A’food alert issued by Ministry of Health has arranged the withdraw from the shelves of supermarkets of some lots of dried figs for microbiological risk linked to aflatoxin B1.
Giant Ventura figs: the recalled batch
The product subject to the ministerial recall is a batch of giant figs from the Ventura brand offered to the public in packs of 300 grams in stores Grand Market.
The recall was carried out as a precaution. These are the details for recognizing the package: lot 350020356/2-11-795-23 of giant Ventura figs produced in the Çarş Mah. Osman Akça Sok. No:41Köşk, Aydn 09570 factory in Turkey. The expiry date or minimum shelf life is June 2024. Name of the manufacturer: Osman Akça A.Ş.
The Ministry of Health asks consumers to do not eat the figs but of return the package at the Gran Mercato store.
Food recalls, it should be noted, are a practice, they are implemented for precautionary purposes and are an indication of the fact that the controls are working.
What are aflatoxins
As stated on the website of the Higher Institute of Health, aflatoxins are produced by the secondary metabolism, i.e. induced in a plant organism by external factors, of some species of filamentous microfungi. Aflatoxins can develop during cultivation, harvesting and storage on numerous products of plant origin: cereals, oilseeds (such as peanuts, almonds and peanuts), spices, grains, dried and dried fruit.
There are 17 types of aflatoxins identified so far, but only 5 are considered worthy of particular attention for their diffusion and toxicity. These are aflatoxins B1 (like the one subject to the food recall), B2, G1, G2 and M1.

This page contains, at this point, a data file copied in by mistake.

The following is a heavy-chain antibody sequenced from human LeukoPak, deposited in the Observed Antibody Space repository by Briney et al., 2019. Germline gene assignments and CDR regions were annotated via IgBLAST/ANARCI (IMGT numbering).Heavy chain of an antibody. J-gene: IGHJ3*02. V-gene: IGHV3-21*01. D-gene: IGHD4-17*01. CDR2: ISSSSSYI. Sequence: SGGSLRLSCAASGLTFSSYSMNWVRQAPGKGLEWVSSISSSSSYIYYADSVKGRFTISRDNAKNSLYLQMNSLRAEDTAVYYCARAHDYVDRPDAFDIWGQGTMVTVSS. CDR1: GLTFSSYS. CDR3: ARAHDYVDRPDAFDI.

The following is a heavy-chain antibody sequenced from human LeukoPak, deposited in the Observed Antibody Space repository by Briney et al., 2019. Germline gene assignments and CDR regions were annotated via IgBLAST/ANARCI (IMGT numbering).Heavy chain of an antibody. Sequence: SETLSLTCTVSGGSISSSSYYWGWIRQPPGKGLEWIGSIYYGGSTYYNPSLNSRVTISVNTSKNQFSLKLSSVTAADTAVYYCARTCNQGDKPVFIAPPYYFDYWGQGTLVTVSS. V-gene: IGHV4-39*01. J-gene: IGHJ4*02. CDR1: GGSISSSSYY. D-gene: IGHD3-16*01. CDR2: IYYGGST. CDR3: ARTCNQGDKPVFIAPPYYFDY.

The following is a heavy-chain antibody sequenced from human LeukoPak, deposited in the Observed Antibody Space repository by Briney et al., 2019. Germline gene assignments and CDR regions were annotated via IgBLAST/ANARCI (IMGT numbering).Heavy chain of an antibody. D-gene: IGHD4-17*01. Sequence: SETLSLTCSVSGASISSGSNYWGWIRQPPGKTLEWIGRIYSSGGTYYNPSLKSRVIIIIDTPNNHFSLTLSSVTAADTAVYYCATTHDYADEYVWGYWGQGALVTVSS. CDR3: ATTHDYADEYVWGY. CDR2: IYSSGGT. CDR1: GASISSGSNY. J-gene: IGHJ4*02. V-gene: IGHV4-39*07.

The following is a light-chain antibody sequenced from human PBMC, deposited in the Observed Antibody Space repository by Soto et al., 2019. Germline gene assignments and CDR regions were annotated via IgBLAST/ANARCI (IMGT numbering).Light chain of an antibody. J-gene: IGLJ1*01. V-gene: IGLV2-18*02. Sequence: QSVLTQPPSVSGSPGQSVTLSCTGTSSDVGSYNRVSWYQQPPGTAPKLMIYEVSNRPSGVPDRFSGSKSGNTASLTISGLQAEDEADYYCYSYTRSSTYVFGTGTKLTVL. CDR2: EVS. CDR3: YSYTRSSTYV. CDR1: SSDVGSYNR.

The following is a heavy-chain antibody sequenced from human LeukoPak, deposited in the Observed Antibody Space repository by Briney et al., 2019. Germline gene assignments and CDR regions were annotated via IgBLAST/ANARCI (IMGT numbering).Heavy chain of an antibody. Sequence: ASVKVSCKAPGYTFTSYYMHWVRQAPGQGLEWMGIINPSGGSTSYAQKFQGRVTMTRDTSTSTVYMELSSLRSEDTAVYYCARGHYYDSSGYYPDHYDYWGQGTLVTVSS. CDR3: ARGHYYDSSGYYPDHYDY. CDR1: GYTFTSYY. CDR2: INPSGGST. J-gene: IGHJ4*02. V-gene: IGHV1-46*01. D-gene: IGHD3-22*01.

Crops coming from tropical and subtropical areas are most frequently contaminated. But, the ISS specifies, due to climate change even crops present in areas that currently have a temperate or cold climate could be affected in the future.
Aflatoxins and damage to human health
Aflatoxins have a high degree of toxicity and are capable of creating damage to health both a short term that in chronic manner. The liver it is the organ most exposed to the risks of aflatoxins and, in particular, those of group B1. Aflatoxin B1 has an action on genes and on the development of cancer to the liver. Since 1993, the International Agency for Research on Cancer has classified aflatoxin B1 in Group 1, i.e. that of “proven or presumed human carcinogenic substances”.
Exposure to aflatoxins occurs primarily through the foodsbut it can also occur through inhalation and contact with the skin.
Like all microtoxins, aflatoxins are also particularly heat resistant. For this reason, the heat treatments generally used in industrial processes, as well as those used in domestic preparations, are not able to neutralize them.
The crop at greatest risk of aflatoxin B1 contamination is corn together with its derived products.